Is there such a thing as “group selection” in the contextual analysis framework?

History and Philosophy of the Life Sciences 36 (4):484-502 (2015)
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Abstract

This paper argues that the contextual approach to natural selection does not offer an estimation of the contributions of individual and group selection to evolutionary change in multi-level selection scenarios, and that this is so because the term “group selection”, as defined by the contextual approach, does not refer to a process taking place at the group level. In the contextual analysis framework, this term simply denotes an evolutionary change that takes place due to the fact that, overall, individual types do not share similar contexts or environments, and the only way to claim that such an evolutionary change is a result of selection is by admitting that “group selection” is in fact a kind of frequency-dependent selection, i.e. a selection process taking place at the individual level. Therefore, under the names “individual selection” and “group selection”, the contextual approach actually isolates two aspects of the relation between individual types and their environment, and not two distinct levels of selection.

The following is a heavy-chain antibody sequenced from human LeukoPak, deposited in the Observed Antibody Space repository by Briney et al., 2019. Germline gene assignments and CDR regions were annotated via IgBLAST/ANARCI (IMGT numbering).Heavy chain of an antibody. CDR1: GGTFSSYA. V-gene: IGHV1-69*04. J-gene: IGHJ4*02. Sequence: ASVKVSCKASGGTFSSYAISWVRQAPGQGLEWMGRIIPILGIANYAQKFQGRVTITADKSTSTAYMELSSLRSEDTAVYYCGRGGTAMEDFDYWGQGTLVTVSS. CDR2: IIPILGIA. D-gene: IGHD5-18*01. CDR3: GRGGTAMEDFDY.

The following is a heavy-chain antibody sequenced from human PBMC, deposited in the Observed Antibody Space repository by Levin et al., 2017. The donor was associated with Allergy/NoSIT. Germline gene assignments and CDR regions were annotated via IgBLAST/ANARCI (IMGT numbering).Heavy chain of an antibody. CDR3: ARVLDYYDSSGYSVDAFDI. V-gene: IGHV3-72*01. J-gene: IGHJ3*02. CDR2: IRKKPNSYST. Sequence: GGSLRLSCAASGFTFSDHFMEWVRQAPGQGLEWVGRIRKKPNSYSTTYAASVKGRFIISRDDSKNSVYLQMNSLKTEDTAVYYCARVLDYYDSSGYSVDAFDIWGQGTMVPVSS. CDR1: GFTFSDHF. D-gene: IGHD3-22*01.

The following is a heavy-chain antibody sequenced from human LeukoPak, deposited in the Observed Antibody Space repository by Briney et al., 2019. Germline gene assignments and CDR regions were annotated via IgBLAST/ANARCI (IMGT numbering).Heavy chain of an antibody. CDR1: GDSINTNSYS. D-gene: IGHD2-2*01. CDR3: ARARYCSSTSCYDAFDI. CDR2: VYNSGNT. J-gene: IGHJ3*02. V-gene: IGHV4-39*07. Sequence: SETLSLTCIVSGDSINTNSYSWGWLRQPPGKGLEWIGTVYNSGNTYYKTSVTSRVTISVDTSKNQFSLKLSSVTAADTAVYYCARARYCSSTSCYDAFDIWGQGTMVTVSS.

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Ciprian Jeler
Al.I.Cuza Iasi University of Iasi

References found in this work

Evolution and the Levels of Selection.Samir Okasha - 2006 - Oxford University Press.
Evolution and the Levels of Selection.Samir Okasha - 2009 - Critica 41 (123):162-170.
Reply to Sober and Waters. [REVIEW]Samir Okasha - 2011 - Philosophy and Phenomenological Research 82 (1):241-248.
Multi-Level Selection, Covariance and Contextual Analysis.Samir Okasha - 2004 - British Journal for the Philosophy of Science 55 (3):481-504.
Altruism, Group Selection and Correlated Interaction.Samir Okasha - 2005 - British Journal for the Philosophy of Science 56 (4):703-725.

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